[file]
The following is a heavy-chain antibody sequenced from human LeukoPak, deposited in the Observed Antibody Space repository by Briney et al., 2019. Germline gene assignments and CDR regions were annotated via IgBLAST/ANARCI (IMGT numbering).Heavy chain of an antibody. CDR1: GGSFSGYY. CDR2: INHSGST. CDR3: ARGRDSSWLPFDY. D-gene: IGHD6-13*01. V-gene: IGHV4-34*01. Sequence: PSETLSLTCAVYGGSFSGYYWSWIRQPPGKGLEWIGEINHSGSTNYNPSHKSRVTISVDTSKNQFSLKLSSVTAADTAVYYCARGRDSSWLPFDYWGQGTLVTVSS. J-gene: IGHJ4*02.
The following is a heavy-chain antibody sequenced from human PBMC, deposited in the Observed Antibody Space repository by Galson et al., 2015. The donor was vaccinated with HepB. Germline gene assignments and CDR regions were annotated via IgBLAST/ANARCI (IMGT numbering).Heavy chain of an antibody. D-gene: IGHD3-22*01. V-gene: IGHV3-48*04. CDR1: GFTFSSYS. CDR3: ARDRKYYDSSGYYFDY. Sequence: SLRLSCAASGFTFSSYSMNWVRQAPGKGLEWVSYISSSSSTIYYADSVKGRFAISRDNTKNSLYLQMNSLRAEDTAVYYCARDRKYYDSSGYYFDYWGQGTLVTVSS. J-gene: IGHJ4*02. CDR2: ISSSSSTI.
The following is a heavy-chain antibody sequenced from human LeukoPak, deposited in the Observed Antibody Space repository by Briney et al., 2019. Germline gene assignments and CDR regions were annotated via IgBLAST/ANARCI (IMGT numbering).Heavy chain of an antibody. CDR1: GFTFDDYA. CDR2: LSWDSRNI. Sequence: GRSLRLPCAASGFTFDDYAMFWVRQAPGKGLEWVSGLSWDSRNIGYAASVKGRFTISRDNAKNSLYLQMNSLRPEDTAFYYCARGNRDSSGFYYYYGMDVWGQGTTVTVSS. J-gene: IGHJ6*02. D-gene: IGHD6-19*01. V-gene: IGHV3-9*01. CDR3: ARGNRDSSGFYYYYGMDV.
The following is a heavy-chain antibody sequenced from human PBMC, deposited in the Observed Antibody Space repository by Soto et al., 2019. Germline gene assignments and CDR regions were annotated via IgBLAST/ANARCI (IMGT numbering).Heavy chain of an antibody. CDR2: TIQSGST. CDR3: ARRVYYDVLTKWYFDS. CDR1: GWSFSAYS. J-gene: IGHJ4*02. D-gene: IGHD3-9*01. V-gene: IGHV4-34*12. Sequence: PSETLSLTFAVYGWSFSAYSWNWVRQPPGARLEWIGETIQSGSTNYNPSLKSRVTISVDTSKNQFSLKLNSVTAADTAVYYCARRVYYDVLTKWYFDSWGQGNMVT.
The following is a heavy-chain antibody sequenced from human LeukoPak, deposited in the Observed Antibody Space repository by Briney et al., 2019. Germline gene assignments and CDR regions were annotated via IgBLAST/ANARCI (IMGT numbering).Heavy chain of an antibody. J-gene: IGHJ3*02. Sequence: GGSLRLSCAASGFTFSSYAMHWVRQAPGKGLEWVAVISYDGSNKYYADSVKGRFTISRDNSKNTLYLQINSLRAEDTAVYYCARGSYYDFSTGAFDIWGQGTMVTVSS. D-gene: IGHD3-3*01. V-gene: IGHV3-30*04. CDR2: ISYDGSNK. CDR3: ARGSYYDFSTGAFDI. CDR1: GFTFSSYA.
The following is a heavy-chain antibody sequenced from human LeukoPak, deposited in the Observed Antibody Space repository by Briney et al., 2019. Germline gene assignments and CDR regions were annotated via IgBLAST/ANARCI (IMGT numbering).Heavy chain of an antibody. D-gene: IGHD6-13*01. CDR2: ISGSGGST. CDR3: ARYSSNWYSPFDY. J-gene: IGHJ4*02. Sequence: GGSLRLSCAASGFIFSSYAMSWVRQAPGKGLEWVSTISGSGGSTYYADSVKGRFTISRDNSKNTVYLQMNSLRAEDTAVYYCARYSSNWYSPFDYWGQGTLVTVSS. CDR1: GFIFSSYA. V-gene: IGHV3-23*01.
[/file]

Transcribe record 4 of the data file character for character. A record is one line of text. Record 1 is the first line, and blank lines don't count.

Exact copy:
The following is a heavy-chain antibody sequenced from human PBMC, deposited in the Observed Antibody Space repository by Soto et al., 2019. Germline gene assignments and CDR regions were annotated via IgBLAST/ANARCI (IMGT numbering).Heavy chain of an antibody. CDR2: TIQSGST. CDR3: ARRVYYDVLTKWYFDS. CDR1: GWSFSAYS. J-gene: IGHJ4*02. D-gene: IGHD3-9*01. V-gene: IGHV4-34*12. Sequence: PSETLSLTFAVYGWSFSAYSWNWVRQPPGARLEWIGETIQSGSTNYNPSLKSRVTISVDTSKNQFSLKLNSVTAADTAVYYCARRVYYDVLTKWYFDSWGQGNMVT.